Interesting is also to compare how the two groups came into being. Russia's propaganda usually emphasizes that IS was created by Western secret services. When I hear such claims I somehow pity IS, for it emerged from very complex processes that developed over decades in the very heart of Muslim societies. I agree that secret services, Western but also others, closely monitored these processes and even tried to influence them, but IS is born out of the Muslim world, and not some kind of artificial 'surrogate'.

There are various rumors as to how our Russian CS came into being. In my view, the emergence of CS is logical, and results from the inner evolution of Russian society. If we take into consideration that the state tries to achieve full control over society, and to suppress any social and political initiatives that it does not like, then CS must have emerged with the silent consent of the power-holders, or even with some kind of endorsement that expressed consent. One version is even more ominous: some belief that representatives of the political power-holders were directly involved in CS's formation (and this would somehow be in line with the position of the Russian-orthodox church).

IS is an enemy of any government (for they are never 'truly Islamic') and it fights against the ruling powers. CS, by contrast, does not fight against the power-holders, although it is not always satisfied with them. Yet this dissatisfaction does not prevent CS from 'agreeing' ideologically with the power-holders, especially when it comes to the rejection of liberal alternative thinking that they see as an insult to national-religious feelings.

Trailer of the film Matilda

The film Matilda is a very welcome pretext for this agreement. For the regime CS therefore is an instrument that it can exploit as it pleases - for instance to scare off people with different opinions - while at the same time remaining in the background. Sometimes the power-holders can even punish the extremists, to demonstrate that they themselves are in line with the feelings of the masses. This is what they did when they arrested CS activist Alexander Kalinin, who was considered extremist.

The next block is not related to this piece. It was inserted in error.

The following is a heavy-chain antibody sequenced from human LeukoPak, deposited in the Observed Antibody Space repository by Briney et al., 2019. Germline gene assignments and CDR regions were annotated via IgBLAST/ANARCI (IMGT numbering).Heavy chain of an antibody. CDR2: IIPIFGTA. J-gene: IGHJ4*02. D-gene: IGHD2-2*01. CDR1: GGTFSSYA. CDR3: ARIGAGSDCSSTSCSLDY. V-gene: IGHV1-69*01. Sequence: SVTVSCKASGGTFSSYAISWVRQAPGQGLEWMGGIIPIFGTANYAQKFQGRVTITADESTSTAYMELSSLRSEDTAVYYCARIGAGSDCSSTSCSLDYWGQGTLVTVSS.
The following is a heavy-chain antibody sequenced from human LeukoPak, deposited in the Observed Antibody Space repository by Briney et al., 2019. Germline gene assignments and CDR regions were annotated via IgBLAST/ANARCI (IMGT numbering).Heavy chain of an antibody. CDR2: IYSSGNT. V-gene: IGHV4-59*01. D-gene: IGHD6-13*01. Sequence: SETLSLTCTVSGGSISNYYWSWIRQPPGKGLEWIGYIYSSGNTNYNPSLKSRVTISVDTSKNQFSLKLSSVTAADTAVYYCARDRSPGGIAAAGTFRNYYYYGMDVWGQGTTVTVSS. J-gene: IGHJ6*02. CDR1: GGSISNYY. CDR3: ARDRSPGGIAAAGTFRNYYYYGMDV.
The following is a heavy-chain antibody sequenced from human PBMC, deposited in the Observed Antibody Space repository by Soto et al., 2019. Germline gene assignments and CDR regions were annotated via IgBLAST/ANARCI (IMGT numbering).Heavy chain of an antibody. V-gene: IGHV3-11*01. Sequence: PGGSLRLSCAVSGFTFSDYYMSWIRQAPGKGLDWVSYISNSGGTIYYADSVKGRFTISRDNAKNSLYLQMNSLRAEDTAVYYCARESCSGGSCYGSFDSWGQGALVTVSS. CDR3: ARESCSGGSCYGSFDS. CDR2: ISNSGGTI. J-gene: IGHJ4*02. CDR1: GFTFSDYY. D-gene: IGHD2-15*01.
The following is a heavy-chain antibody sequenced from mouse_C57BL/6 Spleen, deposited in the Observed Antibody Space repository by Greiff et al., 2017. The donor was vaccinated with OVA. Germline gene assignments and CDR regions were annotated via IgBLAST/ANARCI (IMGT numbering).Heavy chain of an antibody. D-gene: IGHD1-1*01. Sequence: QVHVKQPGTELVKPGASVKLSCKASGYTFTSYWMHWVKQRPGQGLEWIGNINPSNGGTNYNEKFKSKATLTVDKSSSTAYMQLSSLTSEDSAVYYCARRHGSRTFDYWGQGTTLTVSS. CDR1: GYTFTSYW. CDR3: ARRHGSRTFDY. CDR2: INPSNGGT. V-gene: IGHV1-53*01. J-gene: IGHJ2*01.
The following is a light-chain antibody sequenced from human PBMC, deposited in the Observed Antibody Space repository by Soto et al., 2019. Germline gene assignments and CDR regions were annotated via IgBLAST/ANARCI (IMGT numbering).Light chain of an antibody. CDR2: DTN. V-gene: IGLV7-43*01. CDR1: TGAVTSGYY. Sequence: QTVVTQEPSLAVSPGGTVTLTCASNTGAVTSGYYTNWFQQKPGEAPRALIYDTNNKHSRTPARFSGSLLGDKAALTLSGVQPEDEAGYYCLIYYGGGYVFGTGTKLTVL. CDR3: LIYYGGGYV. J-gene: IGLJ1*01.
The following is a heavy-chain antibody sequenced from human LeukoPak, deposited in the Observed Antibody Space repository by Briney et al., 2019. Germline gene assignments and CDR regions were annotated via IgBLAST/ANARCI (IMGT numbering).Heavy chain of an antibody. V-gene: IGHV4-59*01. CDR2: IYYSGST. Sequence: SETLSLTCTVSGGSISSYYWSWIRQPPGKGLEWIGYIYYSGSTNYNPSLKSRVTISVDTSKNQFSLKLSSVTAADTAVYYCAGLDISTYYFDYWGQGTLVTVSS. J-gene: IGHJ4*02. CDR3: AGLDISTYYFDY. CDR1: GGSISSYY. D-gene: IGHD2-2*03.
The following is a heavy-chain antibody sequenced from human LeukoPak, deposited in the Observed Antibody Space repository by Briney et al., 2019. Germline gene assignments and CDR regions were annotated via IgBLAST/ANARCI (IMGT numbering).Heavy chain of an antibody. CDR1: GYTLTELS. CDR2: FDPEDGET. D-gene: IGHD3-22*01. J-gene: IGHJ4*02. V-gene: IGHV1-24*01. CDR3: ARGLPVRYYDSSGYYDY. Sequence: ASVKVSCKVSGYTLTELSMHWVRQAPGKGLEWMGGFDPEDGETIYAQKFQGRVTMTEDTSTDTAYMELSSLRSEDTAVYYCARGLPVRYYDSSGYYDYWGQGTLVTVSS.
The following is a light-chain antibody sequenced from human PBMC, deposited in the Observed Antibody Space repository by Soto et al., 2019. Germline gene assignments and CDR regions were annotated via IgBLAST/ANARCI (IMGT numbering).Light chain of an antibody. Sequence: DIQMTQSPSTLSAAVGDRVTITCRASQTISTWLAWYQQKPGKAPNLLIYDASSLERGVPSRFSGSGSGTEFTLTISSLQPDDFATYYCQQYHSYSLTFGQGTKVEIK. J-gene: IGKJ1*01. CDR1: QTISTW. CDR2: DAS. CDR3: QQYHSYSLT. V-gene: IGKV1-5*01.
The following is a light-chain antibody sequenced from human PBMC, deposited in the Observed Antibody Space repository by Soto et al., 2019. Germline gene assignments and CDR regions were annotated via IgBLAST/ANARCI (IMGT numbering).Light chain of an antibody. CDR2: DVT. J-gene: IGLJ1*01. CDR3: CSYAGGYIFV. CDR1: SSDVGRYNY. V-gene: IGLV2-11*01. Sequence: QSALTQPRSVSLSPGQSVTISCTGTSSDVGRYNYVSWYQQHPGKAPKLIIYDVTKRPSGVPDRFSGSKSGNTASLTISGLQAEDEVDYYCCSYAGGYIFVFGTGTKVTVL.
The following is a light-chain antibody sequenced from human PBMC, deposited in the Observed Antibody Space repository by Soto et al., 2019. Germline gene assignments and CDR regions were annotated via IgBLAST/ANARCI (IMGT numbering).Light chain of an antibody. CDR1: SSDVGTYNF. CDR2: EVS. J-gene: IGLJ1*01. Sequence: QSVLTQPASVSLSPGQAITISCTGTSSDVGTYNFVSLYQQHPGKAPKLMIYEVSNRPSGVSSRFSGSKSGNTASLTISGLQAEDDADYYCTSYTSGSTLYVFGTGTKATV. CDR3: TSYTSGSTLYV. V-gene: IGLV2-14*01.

To summarize: CS 'is not an Orthodox Taliban movement, as analyst Alexander Verkhovsky correctly observed in Nezavisimaya Gazeta  (20 september 2017).

But please note the following: while defending Nicholas II against film maker Alexey Uchitel, CS completely ignores that the perpetrator of the Tsar's death was Vladimir Ilich Lenin. It would have been more logical had they called to remove Lenin's corpse from the mausoleum on Red Square. But such a call could have easily infuriated the regime, and this is not in the interest of Christian State.

Wherever Islamic State appears, it acts as an independent force. CS does not openly challenge the Russian state. Some analysts argue that CS could start acting against the ruling class, but this is difficult to agree with. A move against the government is only possible in a situation of extreme political escalation, in a crisis that could lead to a deep split in society, and that would pose a threat to the very existence of the Russian Federation.

If this occurs, then CS might indeed 'go the Taliban way' and act as it deems fit. But, first, the apocalypse of the Russian Federation is still far away, and second, we do not know whether CS, in its present form, will survive until that day. But once there is a niche it will be filled by someone else, as we have seen from the experience with Islamist extremists.

The Nazi comparison

The Russian journalist Leonid Mlechin identified the CSers with Hitler's shock-troops. Yes, Goebbels did all he could to ban the film All Quite on the Western Front, based on Erich Maria Remarque's famous novel. And later organized the burning of 'harmful books' on Berlin's Opera Square. The comparison is intriguing. But the Nazis were striving to establish their political power, whereas 'Christian State' does not show such ambitions. And what kind of shock-trooper is Kalinin! Indeed, the whole circle around CS is comprised of weaklings. And Putin, you know, is not some kind of old and tired Hindenburg who would easily pass power on to CS.

It is our fortune that neither IS nor CS have a clear and able leader at the moment. Charismatic figures like Osama Bin Laden have died in the extremist movements. The head of the 'global Caliphate', Abu Bakr al-Baghdadi, has not demonstrated any ambitions of becoming a global Islamic leader. And CS has no authoritative leader at all.

One can hate the Islamic and Christian State or be indifferent. But in our age both groups are a fact of life, a feature of society, characterizing our political and religious reality. It is not only necessary to fight them, but also to come to terms with their very existence; we have to study them, and to find ways how to oppose them. From this we cannot run away.

Translation from the Russian by Michael Kemper (European Studies, UvA). The article was first published in Nezavisimaya Gazeta of 4 Oct. 2017.